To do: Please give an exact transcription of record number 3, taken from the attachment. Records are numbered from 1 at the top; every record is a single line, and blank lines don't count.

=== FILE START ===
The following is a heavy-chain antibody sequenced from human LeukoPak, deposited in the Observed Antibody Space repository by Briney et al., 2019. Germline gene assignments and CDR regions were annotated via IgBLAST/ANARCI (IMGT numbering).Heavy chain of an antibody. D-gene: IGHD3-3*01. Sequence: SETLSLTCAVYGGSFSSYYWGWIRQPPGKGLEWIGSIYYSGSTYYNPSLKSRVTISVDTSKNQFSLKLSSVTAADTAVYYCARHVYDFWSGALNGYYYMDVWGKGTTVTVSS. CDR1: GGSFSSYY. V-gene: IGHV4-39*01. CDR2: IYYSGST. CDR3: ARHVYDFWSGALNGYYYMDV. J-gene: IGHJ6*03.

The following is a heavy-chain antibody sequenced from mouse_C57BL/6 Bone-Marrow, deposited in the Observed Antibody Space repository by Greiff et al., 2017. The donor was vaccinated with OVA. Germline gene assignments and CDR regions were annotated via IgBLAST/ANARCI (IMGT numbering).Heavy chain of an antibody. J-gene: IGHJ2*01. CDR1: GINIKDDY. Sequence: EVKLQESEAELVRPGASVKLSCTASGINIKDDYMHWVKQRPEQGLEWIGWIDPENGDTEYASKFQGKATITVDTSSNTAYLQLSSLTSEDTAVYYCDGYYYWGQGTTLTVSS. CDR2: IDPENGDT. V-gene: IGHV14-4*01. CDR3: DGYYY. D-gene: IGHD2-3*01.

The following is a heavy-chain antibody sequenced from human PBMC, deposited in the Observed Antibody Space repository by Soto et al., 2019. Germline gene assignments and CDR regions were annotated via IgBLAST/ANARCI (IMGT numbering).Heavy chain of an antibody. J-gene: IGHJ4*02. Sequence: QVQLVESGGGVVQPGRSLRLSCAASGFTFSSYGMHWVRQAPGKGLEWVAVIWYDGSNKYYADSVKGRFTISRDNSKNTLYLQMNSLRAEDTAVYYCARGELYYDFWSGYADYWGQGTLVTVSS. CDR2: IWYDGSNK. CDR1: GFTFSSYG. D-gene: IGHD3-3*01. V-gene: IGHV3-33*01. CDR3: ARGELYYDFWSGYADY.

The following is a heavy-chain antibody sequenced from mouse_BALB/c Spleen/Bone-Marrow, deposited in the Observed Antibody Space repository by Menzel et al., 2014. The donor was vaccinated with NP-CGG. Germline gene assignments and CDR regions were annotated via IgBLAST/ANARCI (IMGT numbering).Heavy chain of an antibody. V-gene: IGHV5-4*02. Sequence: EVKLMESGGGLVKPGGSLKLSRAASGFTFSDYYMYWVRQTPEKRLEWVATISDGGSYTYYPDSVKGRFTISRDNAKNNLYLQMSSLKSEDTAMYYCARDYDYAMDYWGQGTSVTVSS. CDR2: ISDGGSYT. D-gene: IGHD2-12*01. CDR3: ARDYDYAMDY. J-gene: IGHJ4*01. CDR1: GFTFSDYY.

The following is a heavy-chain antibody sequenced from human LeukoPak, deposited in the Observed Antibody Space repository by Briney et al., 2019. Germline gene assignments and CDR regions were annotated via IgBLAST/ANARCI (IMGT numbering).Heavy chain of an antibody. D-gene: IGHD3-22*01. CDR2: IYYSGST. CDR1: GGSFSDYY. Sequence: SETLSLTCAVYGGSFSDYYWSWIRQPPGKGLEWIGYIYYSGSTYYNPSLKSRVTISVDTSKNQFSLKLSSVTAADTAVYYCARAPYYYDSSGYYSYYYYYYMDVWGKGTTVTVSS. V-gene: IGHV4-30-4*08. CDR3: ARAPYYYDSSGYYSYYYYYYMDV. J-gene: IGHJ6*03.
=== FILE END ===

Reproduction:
The following is a heavy-chain antibody sequenced from human PBMC, deposited in the Observed Antibody Space repository by Soto et al., 2019. Germline gene assignments and CDR regions were annotated via IgBLAST/ANARCI (IMGT numbering).Heavy chain of an antibody. J-gene: IGHJ4*02. Sequence: QVQLVESGGGVVQPGRSLRLSCAASGFTFSSYGMHWVRQAPGKGLEWVAVIWYDGSNKYYADSVKGRFTISRDNSKNTLYLQMNSLRAEDTAVYYCARGELYYDFWSGYADYWGQGTLVTVSS. CDR2: IWYDGSNK. CDR1: GFTFSSYG. D-gene: IGHD3-3*01. V-gene: IGHV3-33*01. CDR3: ARGELYYDFWSGYADY.